January 24, 2003

Teen Perspective

Drugs in High Schools

By: Andréa Hernández

(Editor’s Note: Teen Perspective is an opportunity for the youth of our communities to express themselves. Andréa Hernández, who is exploring the field of journalism, kicks-off with what we hope will be an occasional article appearing in the pages of La Prensa.)


It’s a bright, sunny afternoon. The halls, between class periods, are bustling with anxious high school students conversing excitedly with others. Faintly, a student can be heard asking another peer, “How much for an 1/8 g of chronic?” This isn’t a dark and dangerous alley where this drug exchange is occurring. It’s a relatively middle class high school in suburban San Diego.

There is still a belief among adults that drugs cannot possibly be in schools and are not exchanged among adolescent students. Junior Erika Rubalcaba says that, “ parents are naive because they don’t want to believe that their own child is involved in drugs.”

After all, school is supposed to be a safe haven, right? Wrong. The truth is, it’s not. 

It’s not uncommon before school for some students to smoke marijuana after their parents drop them off. Not only that, it is often done right on the school campus often far, like the football field, where faculty don’t consider anything mischievous.

Statistics, by the American Medical Association, show that approximately 76 % of high school students say drugs are kept, used, or sold on school grounds. 

One senior said that they do drugs because it was a sort of “false happiness beyond belief. It was a relaxed feeling that can’t be described because it sort of takes you out of reality into a surreal world where everything seems easy going.”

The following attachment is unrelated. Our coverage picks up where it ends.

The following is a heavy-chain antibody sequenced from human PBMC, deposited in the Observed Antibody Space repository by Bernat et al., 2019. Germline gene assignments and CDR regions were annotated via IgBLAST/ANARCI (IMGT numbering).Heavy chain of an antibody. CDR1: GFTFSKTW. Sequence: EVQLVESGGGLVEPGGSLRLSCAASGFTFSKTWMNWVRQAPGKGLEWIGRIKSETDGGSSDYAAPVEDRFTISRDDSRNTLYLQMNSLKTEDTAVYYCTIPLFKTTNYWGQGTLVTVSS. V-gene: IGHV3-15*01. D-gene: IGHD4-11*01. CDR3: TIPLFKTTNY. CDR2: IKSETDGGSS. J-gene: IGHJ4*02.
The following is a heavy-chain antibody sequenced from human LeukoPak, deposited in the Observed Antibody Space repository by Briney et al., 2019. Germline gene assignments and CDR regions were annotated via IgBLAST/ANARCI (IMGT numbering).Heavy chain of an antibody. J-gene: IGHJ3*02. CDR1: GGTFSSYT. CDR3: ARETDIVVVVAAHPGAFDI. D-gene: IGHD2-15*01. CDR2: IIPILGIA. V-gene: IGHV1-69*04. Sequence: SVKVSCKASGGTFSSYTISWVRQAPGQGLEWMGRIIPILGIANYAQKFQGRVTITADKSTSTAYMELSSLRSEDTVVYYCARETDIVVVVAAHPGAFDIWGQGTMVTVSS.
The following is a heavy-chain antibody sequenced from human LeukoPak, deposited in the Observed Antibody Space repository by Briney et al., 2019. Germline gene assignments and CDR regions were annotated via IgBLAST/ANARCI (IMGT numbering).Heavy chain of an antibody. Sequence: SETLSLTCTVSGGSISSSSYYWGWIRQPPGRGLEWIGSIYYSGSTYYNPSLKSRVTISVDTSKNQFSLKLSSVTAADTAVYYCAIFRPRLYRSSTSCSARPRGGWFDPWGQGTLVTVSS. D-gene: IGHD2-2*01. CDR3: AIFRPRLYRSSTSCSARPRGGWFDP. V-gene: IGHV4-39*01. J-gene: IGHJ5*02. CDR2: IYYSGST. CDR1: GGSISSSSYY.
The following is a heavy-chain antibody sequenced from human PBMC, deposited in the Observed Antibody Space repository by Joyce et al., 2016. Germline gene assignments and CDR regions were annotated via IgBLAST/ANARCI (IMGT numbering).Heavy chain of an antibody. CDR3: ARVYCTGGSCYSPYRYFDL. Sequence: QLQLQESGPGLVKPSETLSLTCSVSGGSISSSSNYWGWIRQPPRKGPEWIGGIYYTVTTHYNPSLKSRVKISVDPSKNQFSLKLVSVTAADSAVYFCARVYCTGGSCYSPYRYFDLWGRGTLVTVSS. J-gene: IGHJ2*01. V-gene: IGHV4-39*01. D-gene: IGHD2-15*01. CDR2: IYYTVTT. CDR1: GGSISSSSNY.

Drugs are everywhere. And having them around school makes them feel even more pressured by other kids to do them. Drugs, are often a crutch for people to lean on and make them feel good. In other words adolescents feel it gets rid of worries from their everyday lives. Others begin by trying the illicit substance then become hooked on it. 

It’s as easy as walking up to a student and asking where they get their drugs. In high schools everywhere, obtaining drugs are all about having connections, knowing those who sell them. Those who sell them are also the ones who have the major connections.

Many students who use drugs regularly depend on the drug dealers for stashes of marijuana. How exactly do these young kids obtain the drugs to sell?

One such dealer, around 17, with a baby face and hazel eyes isn’t what is typically thought of as selling drugs. The truth be told, dealers range in all shapes and sizes. It just so happens this young faced teen became mixed up in a drug induced world-early in high school.

One student drug dealer revealed that he gets the marijuana from a guy who makes trips to Arizona. He in response passes it on to the young kids who then sell it to their fellow students.

Teens sell drugs because they think its quick cash. There is not real labor involved and they might think they are not old enough to work a real job and need money so they sell it.

It’s a materialist world we live in and kids are influenced to want the best. Money is the only way to reach this high life. And selling drugs is often the easiest and best way to get money.

Recent studies show that, “American teenagers are cutting off their use of marijuana,” according to the Department of Health and Human Services in all age groups from 394 schools. But marijuana still remains as the most “popular” illicit substance among students.

The fact remains that drugs continue to be prevalent in schools. It is hard to say that drugs will one day be wiped out. The reality is its difficult to stop a cycle that has already been consumed in society.

(Ms Hernández is a senior attending high school in the South Bay.

If you are a teenager and want to share your feelings, opinions through the pages of La Prensa please call us (619-231-2874) or email us at laprensa@ix.netcom.com)

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